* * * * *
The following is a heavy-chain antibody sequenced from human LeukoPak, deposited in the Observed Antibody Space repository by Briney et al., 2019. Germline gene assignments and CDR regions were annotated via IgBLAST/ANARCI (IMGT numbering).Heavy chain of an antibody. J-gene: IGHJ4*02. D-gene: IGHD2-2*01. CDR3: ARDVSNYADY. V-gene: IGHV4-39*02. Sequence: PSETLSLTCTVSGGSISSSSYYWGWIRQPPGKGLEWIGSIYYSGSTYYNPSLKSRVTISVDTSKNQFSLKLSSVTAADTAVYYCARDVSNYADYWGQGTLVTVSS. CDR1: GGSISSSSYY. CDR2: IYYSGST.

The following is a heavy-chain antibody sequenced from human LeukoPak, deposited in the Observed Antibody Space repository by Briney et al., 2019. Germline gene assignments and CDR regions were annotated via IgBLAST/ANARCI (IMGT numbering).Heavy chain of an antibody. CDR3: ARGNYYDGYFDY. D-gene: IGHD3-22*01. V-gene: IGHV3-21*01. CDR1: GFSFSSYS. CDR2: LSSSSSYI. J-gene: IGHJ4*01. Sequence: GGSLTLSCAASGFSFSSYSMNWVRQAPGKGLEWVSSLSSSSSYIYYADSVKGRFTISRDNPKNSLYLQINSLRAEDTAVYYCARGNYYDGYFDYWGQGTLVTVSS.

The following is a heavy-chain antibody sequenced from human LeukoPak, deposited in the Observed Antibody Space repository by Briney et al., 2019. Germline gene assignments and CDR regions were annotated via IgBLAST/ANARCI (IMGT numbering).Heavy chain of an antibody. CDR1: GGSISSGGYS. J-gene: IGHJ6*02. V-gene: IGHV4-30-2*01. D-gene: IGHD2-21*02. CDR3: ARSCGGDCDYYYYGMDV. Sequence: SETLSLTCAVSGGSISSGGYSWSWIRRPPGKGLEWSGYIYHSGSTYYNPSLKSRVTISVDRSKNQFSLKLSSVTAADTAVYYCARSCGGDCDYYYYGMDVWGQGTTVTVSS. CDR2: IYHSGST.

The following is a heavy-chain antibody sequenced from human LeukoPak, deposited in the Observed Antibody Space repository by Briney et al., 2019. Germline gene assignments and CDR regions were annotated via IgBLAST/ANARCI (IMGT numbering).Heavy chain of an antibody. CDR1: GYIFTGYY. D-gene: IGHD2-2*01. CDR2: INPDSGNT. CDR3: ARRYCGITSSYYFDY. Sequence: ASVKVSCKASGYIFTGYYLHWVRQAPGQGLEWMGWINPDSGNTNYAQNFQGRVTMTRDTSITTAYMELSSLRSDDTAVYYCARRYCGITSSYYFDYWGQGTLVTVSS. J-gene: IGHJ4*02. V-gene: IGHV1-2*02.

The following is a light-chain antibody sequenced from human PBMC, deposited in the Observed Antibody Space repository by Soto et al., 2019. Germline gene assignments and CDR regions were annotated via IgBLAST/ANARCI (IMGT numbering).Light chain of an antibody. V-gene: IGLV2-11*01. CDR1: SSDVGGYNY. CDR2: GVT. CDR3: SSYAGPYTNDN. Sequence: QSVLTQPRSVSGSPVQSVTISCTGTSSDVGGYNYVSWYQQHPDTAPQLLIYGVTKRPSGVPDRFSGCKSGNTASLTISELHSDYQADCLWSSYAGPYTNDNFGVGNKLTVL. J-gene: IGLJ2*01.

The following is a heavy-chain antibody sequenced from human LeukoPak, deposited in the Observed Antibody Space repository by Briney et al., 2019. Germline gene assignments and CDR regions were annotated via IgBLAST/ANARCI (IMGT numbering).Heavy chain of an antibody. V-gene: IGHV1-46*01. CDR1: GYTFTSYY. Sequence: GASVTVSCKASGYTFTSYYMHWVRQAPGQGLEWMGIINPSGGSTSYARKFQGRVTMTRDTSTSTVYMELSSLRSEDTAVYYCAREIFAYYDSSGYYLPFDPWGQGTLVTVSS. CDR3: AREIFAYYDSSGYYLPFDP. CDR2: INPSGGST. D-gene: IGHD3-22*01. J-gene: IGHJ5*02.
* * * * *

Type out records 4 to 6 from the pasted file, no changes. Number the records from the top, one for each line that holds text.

The following is a heavy-chain antibody sequenced from human LeukoPak, deposited in the Observed Antibody Space repository by Briney et al., 2019. Germline gene assignments and CDR regions were annotated via IgBLAST/ANARCI (IMGT numbering).Heavy chain of an antibody. CDR1: GYIFTGYY. D-gene: IGHD2-2*01. CDR2: INPDSGNT. CDR3: ARRYCGITSSYYFDY. Sequence: ASVKVSCKASGYIFTGYYLHWVRQAPGQGLEWMGWINPDSGNTNYAQNFQGRVTMTRDTSITTAYMELSSLRSDDTAVYYCARRYCGITSSYYFDYWGQGTLVTVSS. J-gene: IGHJ4*02. V-gene: IGHV1-2*02.

The following is a light-chain antibody sequenced from human PBMC, deposited in the Observed Antibody Space repository by Soto et al., 2019. Germline gene assignments and CDR regions were annotated via IgBLAST/ANARCI (IMGT numbering).Light chain of an antibody. V-gene: IGLV2-11*01. CDR1: SSDVGGYNY. CDR2: GVT. CDR3: SSYAGPYTNDN. Sequence: QSVLTQPRSVSGSPVQSVTISCTGTSSDVGGYNYVSWYQQHPDTAPQLLIYGVTKRPSGVPDRFSGCKSGNTASLTISELHSDYQADCLWSSYAGPYTNDNFGVGNKLTVL. J-gene: IGLJ2*01.

The following is a heavy-chain antibody sequenced from human LeukoPak, deposited in the Observed Antibody Space repository by Briney et al., 2019. Germline gene assignments and CDR regions were annotated via IgBLAST/ANARCI (IMGT numbering).Heavy chain of an antibody. V-gene: IGHV1-46*01. CDR1: GYTFTSYY. Sequence: GASVTVSCKASGYTFTSYYMHWVRQAPGQGLEWMGIINPSGGSTSYARKFQGRVTMTRDTSTSTVYMELSSLRSEDTAVYYCAREIFAYYDSSGYYLPFDPWGQGTLVTVSS. CDR3: AREIFAYYDSSGYYLPFDP. CDR2: INPSGGST. D-gene: IGHD3-22*01. J-gene: IGHJ5*02.